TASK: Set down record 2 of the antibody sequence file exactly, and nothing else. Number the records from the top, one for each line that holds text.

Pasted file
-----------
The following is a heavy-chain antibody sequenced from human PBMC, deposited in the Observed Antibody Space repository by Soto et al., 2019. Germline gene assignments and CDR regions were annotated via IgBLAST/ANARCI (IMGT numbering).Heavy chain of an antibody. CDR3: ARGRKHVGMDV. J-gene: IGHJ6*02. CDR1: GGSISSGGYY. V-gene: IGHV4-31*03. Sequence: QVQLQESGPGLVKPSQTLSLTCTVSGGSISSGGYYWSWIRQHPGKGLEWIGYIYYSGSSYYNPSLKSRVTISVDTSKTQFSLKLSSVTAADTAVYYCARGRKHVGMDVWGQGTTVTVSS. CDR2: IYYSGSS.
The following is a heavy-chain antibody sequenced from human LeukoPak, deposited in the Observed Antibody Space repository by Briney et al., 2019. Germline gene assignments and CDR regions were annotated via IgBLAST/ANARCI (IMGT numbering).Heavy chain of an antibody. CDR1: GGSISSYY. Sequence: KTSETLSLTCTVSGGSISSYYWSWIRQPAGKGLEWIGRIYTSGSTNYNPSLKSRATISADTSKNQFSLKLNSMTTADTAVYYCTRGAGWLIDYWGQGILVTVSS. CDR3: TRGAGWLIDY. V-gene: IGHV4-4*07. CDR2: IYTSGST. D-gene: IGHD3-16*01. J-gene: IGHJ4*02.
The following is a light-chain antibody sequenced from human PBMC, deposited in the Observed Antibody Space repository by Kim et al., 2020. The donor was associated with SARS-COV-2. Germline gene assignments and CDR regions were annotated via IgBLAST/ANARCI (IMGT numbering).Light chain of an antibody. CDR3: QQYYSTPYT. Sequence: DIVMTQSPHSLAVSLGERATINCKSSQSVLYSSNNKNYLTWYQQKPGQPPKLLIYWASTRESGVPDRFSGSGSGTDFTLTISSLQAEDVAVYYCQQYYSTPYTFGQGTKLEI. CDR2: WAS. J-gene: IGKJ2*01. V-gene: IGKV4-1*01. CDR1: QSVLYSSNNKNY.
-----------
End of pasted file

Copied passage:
The following is a heavy-chain antibody sequenced from human LeukoPak, deposited in the Observed Antibody Space repository by Briney et al., 2019. Germline gene assignments and CDR regions were annotated via IgBLAST/ANARCI (IMGT numbering).Heavy chain of an antibody. CDR1: GGSISSYY. Sequence: KTSETLSLTCTVSGGSISSYYWSWIRQPAGKGLEWIGRIYTSGSTNYNPSLKSRATISADTSKNQFSLKLNSMTTADTAVYYCTRGAGWLIDYWGQGILVTVSS. CDR3: TRGAGWLIDY. V-gene: IGHV4-4*07. CDR2: IYTSGST. D-gene: IGHD3-16*01. J-gene: IGHJ4*02.